SIERRA CLUB QUESTIONS RUSSIA’S QUALIFICATIONS FOR G-8 PARTICIPATION
Group Considers Persecution of Environmentalist Litmus Test
DENVER – The Sierra Club today questioned the readiness of Russia to participate in this week’s G-7 Summit because of the country’s persecution of environmentalists and lack of commitment to environmental protection. The group cited the case of Alexander Nikitin, a former Soviet submarine captain who was jailed for helping to expose illegal nuclear waste dumping.
"If Boris Yeltsin wants to join this exclusive club of world leaders, he’s got to show that he’s earned the invitation. Clearly, persecuting environmental whistle blowers sends the wrong signal," said Stephen Mills, the Sierra Club’s Human Rights and the Environment Campaign Director.
Nikitin, an employee of the Norway-based environmental group The Bellona Foundation, and a former nuclear engineer in the Russian navy, committed the "crime" of working with Bellona to produce a bleak report entitled, "The Russian Northern Fleet: Sources of Radioactive Contamination." Released in November of 1995, it describes the problems that the Russian fleet is experiencing with its nuclear powered vessels and with the storage of spent nuclear fuel and other radioactive waste that the operation of these vessels generates. This important report has been banned – the first book to be illegal in post-Soviet Russia.
"We urge the G-7 to condition Russia’s full participation on the demonstration by Russia that it is operating under the rule of law and that it is not persecuting its citizens for engaging in constitutionally protected activities. We urge PresidentYeltsin to reign in the security organizations who are inhibiting environmental advocacy aimed at protecting both Russia and the rest of the world from nuclear hazards," Mills said. "Lawmakers are already raising questions about the sustainability of important environmental projects like the cleanup of Arctic nuclear waste, because of interference with these projects by Russia’s Federal Security Service." The FSB is the Russian acronym for the recast KGB.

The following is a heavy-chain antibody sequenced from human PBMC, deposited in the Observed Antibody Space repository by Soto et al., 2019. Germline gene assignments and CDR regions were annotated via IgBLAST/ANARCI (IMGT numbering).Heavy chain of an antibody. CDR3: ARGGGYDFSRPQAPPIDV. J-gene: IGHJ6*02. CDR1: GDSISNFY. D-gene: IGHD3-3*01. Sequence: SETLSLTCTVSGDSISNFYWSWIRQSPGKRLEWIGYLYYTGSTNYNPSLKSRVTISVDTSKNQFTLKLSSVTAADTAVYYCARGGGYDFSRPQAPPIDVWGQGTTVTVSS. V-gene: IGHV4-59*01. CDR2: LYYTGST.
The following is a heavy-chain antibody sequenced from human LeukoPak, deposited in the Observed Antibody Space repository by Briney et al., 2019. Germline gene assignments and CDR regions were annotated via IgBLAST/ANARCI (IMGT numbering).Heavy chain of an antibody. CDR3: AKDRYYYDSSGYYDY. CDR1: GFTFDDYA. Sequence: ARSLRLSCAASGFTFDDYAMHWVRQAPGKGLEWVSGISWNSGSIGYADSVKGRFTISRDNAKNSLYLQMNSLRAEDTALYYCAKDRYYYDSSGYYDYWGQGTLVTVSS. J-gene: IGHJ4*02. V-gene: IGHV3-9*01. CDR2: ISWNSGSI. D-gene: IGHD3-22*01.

"This case has even larger implications than serious environmental threats to human health and the world’s oceans and fisheries than were exposed in the report Nikitin helped The Bellona Foundation to write," said Mills. "This case is a litmus test for the future of political freedom in the new Russia. This is a fight of the new guard versus the old guard, and the winner will control the future of Russia."
The Russian Federal Law on State Secrets, adopted in 1993, contains provisions stating that no information on the conditions of the environment or on extraordinary incidents and catastrophes that endanger human life and health may be classified as state secrets. The Russian constitution clearly states that no one can be charged for violations of legal acts that have not been made known to the accused.
"The Federal Security Service has chosen to ignore this," Mills said, "charging that Nikitin has violated secret laws – which have yet to be revealed to Nikitin or his lawyer." This week, after an investigation that lasted more than a year, the FSB announced it would recommend that official charges be filed against Nikitin, and that they had discovered yet another secret law which Nikitin has supposedly violated.
"Although Alexander Nikitin welcomes the opportunity to clear his name in court, any charges filed against him must be based on known and public laws upon which he can defend himself," said Mills. "The Russians should know that the world will be watching how they handle this embarrassing case."
According to Amnesty International, the FSB appears to be more concerned about obtaining Alexander Nikitin’s conviction than in establishing the truth through fair judicial determination. An Amnesty report also concludes that the chapter on Soviet nuclear submarine accidents in Bellona’s "The Russian Northern Fleet," co-written by Nikitin, "does not contain information, the publication of which would constitute a threat to Russian national security interests and thus cannot justify a restriction of freedom of expression on the grounds of protecting national security interests." The U.S. State Department concurred this past January when it released its country report on human rights. "Nikitin and Bellona," the State Department said, "have demonstrated that all of the information they published was from open sources."
"The Sierra Club has long held that citizen participation in government decision-making is the key to environmental protection," said Mills. "In order for people worldwide to take action to protect their environment, their rights concerning political participation, the freedom to speak and organize – must be recognized and respected by their governments. Environmental activists must also be free from the threat of retaliation."